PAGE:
Astronomers find ‘impossibly huge’ black hole with a mass 70 times GREATER than the sun
Astronomers have been left dumbfounded after discovering a massive black hole with a mass 70 times greater than the sun.
The newly-discovered black hole, which researchers have called LB-1, is located 15,000 light-years from Earth and so far scientists have only known of black holes with masses below 50 times that of the sun.
This huge mass came as a surprise to Krzysztof Belczyński, the Polish astronomer on the team, who had previously made a bet with other researchers that black holes with a mass of 55-130 times that of the sun cannot be found during the first hundred observations using LIGO-Virgo gravitational wave detectors.
“I will probably lose three bottles of wine in this bet,” he joked, adding: “But for the sake of science, it's worth it!”
“Now I will have a challenge: I have to find the way in which, say, black holes weighing 70 solar masses are created.
“Because we already know that they are created in nature,” said Belczyński, who works at the Nicolaus Copernicus Astronomical Centre at the Polish Academic of Sciences in Warsaw and has co-authored many scientific papers on black holes.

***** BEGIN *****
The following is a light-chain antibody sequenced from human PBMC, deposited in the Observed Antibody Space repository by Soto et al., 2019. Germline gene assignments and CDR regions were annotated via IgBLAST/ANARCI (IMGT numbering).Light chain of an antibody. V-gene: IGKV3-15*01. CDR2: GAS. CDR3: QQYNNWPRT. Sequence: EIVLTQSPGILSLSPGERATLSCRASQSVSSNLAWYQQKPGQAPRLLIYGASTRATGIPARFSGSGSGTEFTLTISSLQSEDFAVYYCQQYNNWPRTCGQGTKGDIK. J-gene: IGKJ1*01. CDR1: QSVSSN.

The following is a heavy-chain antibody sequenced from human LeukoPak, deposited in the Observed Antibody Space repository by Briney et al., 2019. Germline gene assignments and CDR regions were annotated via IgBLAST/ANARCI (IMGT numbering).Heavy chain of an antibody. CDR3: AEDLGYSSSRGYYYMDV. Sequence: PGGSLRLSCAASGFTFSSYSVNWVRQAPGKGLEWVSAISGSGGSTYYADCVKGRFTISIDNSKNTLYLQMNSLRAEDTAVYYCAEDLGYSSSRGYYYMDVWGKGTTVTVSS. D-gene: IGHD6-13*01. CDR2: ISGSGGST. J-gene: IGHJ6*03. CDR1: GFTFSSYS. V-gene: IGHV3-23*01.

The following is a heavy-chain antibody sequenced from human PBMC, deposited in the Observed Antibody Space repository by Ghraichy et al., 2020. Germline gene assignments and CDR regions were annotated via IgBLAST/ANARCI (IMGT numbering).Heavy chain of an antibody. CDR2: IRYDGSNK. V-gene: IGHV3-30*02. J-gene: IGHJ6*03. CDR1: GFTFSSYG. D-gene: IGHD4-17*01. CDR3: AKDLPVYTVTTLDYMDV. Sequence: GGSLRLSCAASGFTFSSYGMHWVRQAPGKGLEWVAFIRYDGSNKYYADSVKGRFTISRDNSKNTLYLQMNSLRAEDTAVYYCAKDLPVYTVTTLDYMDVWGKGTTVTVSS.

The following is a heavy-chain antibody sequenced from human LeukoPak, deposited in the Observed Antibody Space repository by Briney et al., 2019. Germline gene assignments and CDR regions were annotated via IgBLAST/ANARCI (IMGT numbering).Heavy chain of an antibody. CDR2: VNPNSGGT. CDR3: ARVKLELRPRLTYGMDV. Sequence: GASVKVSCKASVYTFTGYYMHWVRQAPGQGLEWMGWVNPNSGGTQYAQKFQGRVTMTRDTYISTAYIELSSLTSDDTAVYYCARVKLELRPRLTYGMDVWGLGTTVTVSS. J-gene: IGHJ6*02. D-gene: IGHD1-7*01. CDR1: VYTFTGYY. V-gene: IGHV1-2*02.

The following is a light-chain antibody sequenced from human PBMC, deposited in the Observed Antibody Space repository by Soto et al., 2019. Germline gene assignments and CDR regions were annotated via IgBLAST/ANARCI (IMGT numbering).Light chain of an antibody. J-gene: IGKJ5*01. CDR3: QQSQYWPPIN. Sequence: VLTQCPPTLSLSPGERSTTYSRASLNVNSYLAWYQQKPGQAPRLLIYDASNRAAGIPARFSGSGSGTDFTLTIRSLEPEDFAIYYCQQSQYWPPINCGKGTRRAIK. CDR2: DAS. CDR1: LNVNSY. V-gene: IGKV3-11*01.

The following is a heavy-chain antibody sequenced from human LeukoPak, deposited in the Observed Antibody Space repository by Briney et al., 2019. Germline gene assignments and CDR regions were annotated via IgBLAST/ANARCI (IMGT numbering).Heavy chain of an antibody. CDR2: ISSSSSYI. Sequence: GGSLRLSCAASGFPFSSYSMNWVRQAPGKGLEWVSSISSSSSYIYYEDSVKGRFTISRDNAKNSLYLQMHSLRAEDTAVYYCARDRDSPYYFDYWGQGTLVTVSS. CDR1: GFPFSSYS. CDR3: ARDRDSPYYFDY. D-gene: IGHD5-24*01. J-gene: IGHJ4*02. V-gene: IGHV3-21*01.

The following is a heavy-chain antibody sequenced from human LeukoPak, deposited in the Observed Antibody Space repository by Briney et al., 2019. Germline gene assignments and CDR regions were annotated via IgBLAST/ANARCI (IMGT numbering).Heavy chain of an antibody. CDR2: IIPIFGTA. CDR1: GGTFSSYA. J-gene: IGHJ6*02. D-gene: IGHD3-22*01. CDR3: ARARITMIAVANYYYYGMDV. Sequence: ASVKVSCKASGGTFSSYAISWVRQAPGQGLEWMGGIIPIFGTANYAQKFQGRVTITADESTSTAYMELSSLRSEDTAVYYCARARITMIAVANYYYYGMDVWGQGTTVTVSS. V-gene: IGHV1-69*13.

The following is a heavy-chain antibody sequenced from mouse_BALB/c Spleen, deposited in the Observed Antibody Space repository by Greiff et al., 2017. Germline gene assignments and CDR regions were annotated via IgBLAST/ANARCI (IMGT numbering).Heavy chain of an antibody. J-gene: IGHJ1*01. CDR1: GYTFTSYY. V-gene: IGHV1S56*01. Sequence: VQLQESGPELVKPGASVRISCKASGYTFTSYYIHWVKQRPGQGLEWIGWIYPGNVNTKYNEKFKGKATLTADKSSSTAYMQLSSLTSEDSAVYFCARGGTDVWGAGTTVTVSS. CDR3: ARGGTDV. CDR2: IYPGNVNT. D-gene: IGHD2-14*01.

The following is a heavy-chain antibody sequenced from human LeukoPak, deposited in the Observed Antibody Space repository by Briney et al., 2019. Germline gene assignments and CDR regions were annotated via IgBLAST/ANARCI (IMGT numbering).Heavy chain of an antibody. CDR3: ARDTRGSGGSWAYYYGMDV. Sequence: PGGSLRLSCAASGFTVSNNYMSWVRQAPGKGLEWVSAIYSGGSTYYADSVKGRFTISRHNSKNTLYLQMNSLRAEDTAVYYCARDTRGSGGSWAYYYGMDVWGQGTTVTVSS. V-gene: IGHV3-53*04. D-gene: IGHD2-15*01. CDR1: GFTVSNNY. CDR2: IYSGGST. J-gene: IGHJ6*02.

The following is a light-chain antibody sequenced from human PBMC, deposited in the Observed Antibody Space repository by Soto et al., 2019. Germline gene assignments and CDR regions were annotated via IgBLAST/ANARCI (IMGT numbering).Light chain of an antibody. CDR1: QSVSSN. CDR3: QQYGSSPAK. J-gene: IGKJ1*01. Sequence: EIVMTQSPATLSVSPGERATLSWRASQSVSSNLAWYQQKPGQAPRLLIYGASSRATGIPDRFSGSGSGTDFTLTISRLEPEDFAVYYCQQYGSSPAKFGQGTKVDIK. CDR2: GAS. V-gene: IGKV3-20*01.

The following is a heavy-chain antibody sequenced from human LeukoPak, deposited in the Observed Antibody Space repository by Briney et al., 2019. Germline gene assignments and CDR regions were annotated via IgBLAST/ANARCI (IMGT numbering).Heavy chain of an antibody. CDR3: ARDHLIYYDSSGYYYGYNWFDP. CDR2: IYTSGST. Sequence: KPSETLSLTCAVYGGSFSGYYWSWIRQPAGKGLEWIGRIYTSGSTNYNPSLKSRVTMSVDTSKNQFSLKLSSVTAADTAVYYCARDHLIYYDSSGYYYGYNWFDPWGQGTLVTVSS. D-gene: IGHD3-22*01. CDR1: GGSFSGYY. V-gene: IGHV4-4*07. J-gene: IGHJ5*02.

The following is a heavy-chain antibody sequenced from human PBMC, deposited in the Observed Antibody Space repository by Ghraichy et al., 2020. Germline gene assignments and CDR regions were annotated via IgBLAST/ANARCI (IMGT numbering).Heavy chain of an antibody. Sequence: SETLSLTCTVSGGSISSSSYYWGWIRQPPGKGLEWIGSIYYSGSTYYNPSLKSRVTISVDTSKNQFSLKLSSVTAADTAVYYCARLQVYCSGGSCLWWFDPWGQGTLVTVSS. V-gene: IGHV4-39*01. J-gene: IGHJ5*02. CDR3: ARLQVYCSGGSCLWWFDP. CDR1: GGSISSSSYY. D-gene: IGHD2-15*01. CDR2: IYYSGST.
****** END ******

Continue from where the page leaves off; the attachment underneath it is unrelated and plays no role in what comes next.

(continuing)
Other members of the team were taken aback by the black hole’s huge mass, too.
“Black holes of such mass should not even exist in our Galaxy, according to most of the current models of stellar evolution," said team leader Liu Jifeng of the National Astronomical Observatory in China.
“Now theorists will have to take up the challenge of explaining its formation,” he added.
Liu and his team found the black hole by using China's Large Sky Area Multi-Object Fiber Spectroscopic Telescope (LAMOST) to look for stars that orbit an invisible object pulled by its gravity.
After they discovered it, the world’s largest optical telescopes, Spain’s Gran Telescopio Canarias and the Keck I telescope in the US, were used to study its physical features.
The discovery will force scientists around the world to re-examine their ideas about how black holes are formed and encourage further research on them.
The discovery was made by a Chinese led-team headed by Liu Jifeng of the National Astronomical Observatory of China.
In addition to scientists from China, the team included researchers from the United States, Spain, Australia, Italy, the Netherlands and Poland.
Their findings were published in scientific journal Nature in an article entitled “A wide star–black-hole binary system from radial-velocity measurements”.